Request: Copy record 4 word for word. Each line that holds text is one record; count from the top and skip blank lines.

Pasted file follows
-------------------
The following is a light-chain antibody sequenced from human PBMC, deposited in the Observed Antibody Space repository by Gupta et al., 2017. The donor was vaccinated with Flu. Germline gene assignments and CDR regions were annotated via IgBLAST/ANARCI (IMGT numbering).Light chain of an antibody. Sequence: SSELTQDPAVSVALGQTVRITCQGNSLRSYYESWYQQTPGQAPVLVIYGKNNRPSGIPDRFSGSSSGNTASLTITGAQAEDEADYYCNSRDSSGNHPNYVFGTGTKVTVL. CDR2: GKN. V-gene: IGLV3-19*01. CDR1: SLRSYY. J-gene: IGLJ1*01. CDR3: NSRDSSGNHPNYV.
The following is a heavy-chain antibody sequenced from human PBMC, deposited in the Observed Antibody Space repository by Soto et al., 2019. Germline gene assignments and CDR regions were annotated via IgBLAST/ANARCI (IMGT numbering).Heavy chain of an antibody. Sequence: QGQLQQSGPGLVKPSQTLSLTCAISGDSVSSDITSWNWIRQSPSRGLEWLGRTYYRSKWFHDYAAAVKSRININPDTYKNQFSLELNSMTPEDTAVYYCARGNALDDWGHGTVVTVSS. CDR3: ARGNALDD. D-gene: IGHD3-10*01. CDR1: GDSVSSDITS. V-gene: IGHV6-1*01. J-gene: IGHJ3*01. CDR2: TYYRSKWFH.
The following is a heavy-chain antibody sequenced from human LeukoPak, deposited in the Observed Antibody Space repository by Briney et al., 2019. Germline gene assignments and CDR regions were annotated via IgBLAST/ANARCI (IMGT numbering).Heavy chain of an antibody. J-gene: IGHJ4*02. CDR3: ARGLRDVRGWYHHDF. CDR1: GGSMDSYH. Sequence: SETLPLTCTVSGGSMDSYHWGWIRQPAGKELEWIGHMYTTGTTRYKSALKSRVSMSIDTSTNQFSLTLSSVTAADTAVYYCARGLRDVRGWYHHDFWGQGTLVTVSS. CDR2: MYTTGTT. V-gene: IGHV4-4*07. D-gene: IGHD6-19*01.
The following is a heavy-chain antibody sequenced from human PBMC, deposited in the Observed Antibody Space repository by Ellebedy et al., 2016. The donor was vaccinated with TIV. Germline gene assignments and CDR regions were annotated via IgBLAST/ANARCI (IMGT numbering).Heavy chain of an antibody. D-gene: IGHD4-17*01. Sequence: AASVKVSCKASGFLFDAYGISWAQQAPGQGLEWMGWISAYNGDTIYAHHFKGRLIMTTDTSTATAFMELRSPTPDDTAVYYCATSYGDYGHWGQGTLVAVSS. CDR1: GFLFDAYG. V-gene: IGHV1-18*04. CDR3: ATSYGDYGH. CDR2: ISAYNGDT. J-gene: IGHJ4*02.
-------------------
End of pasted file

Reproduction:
The following is a heavy-chain antibody sequenced from human PBMC, deposited in the Observed Antibody Space repository by Ellebedy et al., 2016. The donor was vaccinated with TIV. Germline gene assignments and CDR regions were annotated via IgBLAST/ANARCI (IMGT numbering).Heavy chain of an antibody. D-gene: IGHD4-17*01. Sequence: AASVKVSCKASGFLFDAYGISWAQQAPGQGLEWMGWISAYNGDTIYAHHFKGRLIMTTDTSTATAFMELRSPTPDDTAVYYCATSYGDYGHWGQGTLVAVSS. CDR1: GFLFDAYG. V-gene: IGHV1-18*04. CDR3: ATSYGDYGH. CDR2: ISAYNGDT. J-gene: IGHJ4*02.